[/vc_nested_accordion_tab][vc_nested_accordion_tab title=”What Is Pre-eclampsia (Historically Called Toxemia)?”]
Pre-eclampsia is high blood pressure during pregnancy with protein the urine. It most often occurs in the last trimester although it can occur earlier in some cases. Pre-eclampsia can be very dangerous and lead to dangerous seizures (eclampsia). The cure for this disease is delivery. You may receive medication to prevent seizures and also to lower your blood pressure. Most patients have no symptoms but some may experience severe headache, upper abdominal pain, blurry vision or spots in the vision.
[/vc_nested_accordion_tab][vc_nested_accordion_tab title=”What Can I Take For A Cold Or Illness During Pregnancy?”]
Always consult with us before you take any medication you are not sure of. For a simple cold you may take Sudafed for stuffiness/ congestion, Tylenol for headache/ fever, Robitussin for cough. You should rest and drink plenty of water for hydration. You may take Immodium for diarrhea.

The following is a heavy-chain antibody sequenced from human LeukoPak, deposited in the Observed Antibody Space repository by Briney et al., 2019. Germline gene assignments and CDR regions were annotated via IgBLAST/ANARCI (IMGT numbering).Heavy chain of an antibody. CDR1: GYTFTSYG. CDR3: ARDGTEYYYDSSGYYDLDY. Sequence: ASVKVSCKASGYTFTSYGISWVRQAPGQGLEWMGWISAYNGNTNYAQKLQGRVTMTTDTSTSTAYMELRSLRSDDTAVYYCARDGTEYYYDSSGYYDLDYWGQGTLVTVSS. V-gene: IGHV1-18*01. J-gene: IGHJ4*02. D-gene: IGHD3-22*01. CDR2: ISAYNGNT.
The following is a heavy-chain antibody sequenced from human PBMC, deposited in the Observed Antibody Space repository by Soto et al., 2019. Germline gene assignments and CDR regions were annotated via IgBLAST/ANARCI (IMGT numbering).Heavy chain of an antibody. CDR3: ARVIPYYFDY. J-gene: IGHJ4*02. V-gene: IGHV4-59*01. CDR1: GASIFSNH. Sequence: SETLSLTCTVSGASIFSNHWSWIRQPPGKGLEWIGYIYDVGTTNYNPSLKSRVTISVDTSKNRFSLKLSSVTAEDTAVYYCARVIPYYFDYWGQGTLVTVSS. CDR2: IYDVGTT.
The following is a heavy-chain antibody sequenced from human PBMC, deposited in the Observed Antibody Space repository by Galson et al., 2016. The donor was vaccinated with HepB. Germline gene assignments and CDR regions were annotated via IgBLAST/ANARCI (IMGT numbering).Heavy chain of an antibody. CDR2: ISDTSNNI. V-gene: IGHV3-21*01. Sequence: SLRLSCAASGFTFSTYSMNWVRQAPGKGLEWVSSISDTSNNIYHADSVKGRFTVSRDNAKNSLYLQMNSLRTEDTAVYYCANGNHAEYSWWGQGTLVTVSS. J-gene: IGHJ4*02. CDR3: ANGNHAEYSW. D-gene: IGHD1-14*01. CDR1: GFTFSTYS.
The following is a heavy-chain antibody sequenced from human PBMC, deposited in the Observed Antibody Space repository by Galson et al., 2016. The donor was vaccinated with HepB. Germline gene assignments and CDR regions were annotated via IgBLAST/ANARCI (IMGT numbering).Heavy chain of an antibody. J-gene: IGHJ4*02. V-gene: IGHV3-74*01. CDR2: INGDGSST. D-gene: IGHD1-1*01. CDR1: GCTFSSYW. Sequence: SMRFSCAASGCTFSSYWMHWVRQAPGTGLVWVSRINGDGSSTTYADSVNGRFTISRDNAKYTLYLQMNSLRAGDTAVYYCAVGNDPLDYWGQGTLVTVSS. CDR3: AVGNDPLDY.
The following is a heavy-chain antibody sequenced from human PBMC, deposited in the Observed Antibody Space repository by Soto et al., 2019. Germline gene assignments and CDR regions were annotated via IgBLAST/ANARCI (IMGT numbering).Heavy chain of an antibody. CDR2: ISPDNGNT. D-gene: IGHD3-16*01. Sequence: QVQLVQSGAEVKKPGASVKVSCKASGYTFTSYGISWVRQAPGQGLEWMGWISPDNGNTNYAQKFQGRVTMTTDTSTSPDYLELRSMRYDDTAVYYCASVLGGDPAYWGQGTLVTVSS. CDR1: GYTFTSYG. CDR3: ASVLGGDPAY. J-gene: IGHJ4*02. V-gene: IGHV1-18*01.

All of the above medication are over the counter and are safe in pregnancy. Follow the label for dosing. Please call if you feel worse or the symptoms are not improving. Please contact us for a temperature above 100.
[/vc_nested_accordion_tab][vc_nested_accordion_tab title=”Can I Exercise During Pregnancy?”]
Yes, you should exercise during pregnancy, unless you have been specifically directed by your physician not to such as due to a high-risk pregnancy. The general guideline is to maintain your usual exercise intensity from prior to pregnancy. Do not suddenly increase your intensity level now that you are pregnant. Be sure to drink plenty of water for hydration. Walking, swimming, and yoga are good options.
[/vc_nested_accordion_tab][vc_nested_accordion_tab title=”Can I Have Sex During Pregnancy?”]